Hartford, CT Bridge Under Construction Collapses, Dec 1941


Hartford, Conn., Dec. 5. (AP) -- A huge steelwork section of a $1,900,000 highway bridge being built over the Connecticut river lay in ruins today, and at least eight workmen were dead with the probable complete death toll set at 14.
Seventeen others were in Hartford hospitals, some of them critically injured yesterday when they were hurled 80 feet into the water as the structure crumpled after a big crane started to shift an 88-ton girder into place.
Hastily recruited rescue squads found seven bodies within a short time, and last night divers who sped from the New London submarine base pulled an eighth from beneath the submerged 650 ton mass of twisted girders, wrecked cranes and splintered wooden piling.
The permanent concrete piers which have been built on the banks and in midstream were undamaged, but a "false pier," a wooden, temporary structure supporting the center of the 270-foot long section that collapsed, crumpled into bits.
The divers, seeking six missing workmen, temporatily abandoned their grim task at midnight, but planned to resume soon after a dredge arrived to haul away some of the heavier wreckage.
One of the dead was W. JAMES WARD of Waterford, erection superintendent for the American Bridge Co., who was supervisor of construction on the Golden Gate bridge at San Francisco.
The other known dead included JOSEPH N. MORIN, 33, Lewiston, Me., and LEON P. VOLINGER, 35, West Harfield.
The missing included HENRY O. THEROUX of Springfield.

The Fitchburg Sentinel Massachusetts 1941-12-05




Hartford, Conn., Dec. 5 -- (UP) -- The death toll in the Connecticut river bridge collapse rose to 10 today as divers found two more bodies wedged under a heavy girder on the river bottom.

Hartford, Conn., Dec. 5 -- (UP) -- Collapse of the central span of the Connecticut river bridge, which killed at least ten men and sent 17 others to hospitals, was blamed officially today on the weakness of falsework piling used to support steel girders being moved into place.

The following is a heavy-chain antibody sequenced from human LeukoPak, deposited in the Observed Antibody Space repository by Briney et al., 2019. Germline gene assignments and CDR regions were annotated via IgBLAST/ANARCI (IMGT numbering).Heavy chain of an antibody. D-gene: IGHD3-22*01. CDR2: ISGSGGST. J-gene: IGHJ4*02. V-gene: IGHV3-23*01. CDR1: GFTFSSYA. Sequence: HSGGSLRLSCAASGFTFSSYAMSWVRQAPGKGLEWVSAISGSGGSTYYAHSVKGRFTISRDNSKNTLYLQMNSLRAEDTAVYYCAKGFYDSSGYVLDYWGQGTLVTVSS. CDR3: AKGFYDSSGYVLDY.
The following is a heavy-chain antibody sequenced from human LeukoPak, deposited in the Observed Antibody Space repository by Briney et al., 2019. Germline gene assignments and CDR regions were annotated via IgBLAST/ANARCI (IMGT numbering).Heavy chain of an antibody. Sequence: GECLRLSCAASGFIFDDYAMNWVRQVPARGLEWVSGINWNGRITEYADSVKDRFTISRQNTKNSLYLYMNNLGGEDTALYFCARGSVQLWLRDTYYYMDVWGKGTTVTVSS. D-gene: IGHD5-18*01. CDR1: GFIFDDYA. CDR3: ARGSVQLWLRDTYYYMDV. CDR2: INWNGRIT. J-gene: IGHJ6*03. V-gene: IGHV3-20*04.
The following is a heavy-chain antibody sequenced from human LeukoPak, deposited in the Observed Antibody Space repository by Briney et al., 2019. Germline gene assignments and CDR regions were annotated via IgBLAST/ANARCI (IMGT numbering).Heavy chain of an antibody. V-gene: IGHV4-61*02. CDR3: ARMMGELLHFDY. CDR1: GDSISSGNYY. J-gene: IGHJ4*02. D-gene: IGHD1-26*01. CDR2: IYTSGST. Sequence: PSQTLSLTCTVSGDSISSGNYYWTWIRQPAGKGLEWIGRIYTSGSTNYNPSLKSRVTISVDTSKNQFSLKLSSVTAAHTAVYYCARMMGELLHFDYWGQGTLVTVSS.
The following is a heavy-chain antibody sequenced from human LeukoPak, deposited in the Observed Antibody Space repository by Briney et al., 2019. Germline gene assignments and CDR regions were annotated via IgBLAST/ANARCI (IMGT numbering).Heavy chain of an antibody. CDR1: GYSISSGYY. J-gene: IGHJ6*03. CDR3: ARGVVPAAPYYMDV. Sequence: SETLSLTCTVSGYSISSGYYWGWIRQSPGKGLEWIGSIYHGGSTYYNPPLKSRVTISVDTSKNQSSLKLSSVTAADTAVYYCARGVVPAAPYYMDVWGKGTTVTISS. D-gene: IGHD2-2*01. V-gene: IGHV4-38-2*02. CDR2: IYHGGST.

Hartford, Conn., Dec. 5 -- (UP) -- Divers went back into the cold Connecticut river at dawn today to search for more victims of the collapse of three spans of the world's largest girder bridge.
Six or seven of the men who were working on the spans yesterday when they fell 150 feet into the river, were missing. Eight bodies had been recovered, and 17 injured men were in hospitals, eight in critical condition.
Fog and the difficulty of searching in the dark beneath the ponderous, submerged girders forced divers to com up at midnight. Two hours before, the body of the eight victim, MARTIN RIDGECK, 43, of New York, had been brought up.
The girders collapsed yesterday, while a 26-ton mobile crane was lifting a 98-ton girder. It slipped from the crane and crashed into two other girders, weighing 95 tons each. They gave way, then the entire span plummeted into the river with a deafening crash.
The spans were part of the 842-foot main river section of the 3,926-foot bridge, begun in September, 1940, and scheduled to cost $4,500,000. The American Bridge company, which is building the bridge, did not immediately estimate the damage.
The dead, in addition to RIDGECK, were: LEN VOLINGER, 48, West Harfield, Mass.; JOSEPH MORRIN, Lewiston, Me.; FRANK E. PLACE, Hartford; NICHOLAS A. LOGAN, New York; WILLIAM R. LIPSEY, 47, Flushing, N.Y.; WILLIAM J. WARD, 60, Waterford, Conn., superintendent of construction for the bridge company, and JEROME R. McCLAIN, Middletwown, Conn., a foreman.

Dunkirk Evening Observer New York 1941-12-05